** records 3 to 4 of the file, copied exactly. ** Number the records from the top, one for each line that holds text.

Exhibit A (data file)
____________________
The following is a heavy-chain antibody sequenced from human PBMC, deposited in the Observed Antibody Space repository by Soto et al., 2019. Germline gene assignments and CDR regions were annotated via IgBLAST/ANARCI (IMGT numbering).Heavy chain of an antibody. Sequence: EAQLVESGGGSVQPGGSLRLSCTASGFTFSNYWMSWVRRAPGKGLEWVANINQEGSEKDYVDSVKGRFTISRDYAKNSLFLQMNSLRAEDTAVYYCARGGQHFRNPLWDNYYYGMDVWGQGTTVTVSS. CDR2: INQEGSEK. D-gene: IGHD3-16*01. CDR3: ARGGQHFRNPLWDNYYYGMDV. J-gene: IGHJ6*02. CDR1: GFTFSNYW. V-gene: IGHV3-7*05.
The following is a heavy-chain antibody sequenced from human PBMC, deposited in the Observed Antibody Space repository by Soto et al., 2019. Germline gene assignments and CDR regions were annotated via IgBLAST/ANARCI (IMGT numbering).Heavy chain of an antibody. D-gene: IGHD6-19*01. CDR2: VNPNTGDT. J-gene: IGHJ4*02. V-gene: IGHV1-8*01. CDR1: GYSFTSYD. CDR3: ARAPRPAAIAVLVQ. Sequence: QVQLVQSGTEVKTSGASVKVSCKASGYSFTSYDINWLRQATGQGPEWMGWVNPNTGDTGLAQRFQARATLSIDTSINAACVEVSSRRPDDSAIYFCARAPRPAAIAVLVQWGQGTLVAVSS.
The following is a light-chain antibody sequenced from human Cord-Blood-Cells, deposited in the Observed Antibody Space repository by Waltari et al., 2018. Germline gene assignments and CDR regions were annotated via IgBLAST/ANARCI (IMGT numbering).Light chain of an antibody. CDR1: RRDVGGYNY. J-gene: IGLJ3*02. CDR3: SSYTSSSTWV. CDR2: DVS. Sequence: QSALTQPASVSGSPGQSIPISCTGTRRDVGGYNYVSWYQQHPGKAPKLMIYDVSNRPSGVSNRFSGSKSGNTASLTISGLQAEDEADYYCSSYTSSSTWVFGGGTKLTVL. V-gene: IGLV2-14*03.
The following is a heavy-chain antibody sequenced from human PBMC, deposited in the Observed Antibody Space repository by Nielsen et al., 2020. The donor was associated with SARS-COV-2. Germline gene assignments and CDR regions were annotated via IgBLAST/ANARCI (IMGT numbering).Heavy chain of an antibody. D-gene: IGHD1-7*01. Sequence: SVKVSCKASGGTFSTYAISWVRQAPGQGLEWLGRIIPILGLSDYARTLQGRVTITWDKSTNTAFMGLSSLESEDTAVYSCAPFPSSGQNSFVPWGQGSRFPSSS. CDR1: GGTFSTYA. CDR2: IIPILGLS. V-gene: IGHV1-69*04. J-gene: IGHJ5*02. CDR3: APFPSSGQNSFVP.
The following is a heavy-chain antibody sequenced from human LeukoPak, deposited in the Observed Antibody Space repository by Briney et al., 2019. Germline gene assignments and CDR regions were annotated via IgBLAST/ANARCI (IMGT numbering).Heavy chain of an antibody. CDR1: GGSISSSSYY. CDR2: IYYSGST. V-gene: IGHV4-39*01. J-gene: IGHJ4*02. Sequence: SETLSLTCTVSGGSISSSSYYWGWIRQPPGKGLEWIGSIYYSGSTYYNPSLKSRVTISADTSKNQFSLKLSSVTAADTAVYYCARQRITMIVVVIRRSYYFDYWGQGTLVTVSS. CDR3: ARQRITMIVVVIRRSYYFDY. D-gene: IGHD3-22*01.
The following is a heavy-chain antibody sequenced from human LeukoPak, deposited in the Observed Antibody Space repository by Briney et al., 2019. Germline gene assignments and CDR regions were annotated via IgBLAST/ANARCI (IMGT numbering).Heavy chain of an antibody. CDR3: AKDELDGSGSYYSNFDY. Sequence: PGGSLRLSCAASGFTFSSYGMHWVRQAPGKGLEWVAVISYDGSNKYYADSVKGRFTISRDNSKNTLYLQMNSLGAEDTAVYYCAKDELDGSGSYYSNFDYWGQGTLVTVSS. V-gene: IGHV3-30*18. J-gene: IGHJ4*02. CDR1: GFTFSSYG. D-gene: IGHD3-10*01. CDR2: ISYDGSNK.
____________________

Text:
The following is a light-chain antibody sequenced from human Cord-Blood-Cells, deposited in the Observed Antibody Space repository by Waltari et al., 2018. Germline gene assignments and CDR regions were annotated via IgBLAST/ANARCI (IMGT numbering).Light chain of an antibody. CDR1: RRDVGGYNY. J-gene: IGLJ3*02. CDR3: SSYTSSSTWV. CDR2: DVS. Sequence: QSALTQPASVSGSPGQSIPISCTGTRRDVGGYNYVSWYQQHPGKAPKLMIYDVSNRPSGVSNRFSGSKSGNTASLTISGLQAEDEADYYCSSYTSSSTWVFGGGTKLTVL. V-gene: IGLV2-14*03.
The following is a heavy-chain antibody sequenced from human PBMC, deposited in the Observed Antibody Space repository by Nielsen et al., 2020. The donor was associated with SARS-COV-2. Germline gene assignments and CDR regions were annotated via IgBLAST/ANARCI (IMGT numbering).Heavy chain of an antibody. D-gene: IGHD1-7*01. Sequence: SVKVSCKASGGTFSTYAISWVRQAPGQGLEWLGRIIPILGLSDYARTLQGRVTITWDKSTNTAFMGLSSLESEDTAVYSCAPFPSSGQNSFVPWGQGSRFPSSS. CDR1: GGTFSTYA. CDR2: IIPILGLS. V-gene: IGHV1-69*04. J-gene: IGHJ5*02. CDR3: APFPSSGQNSFVP.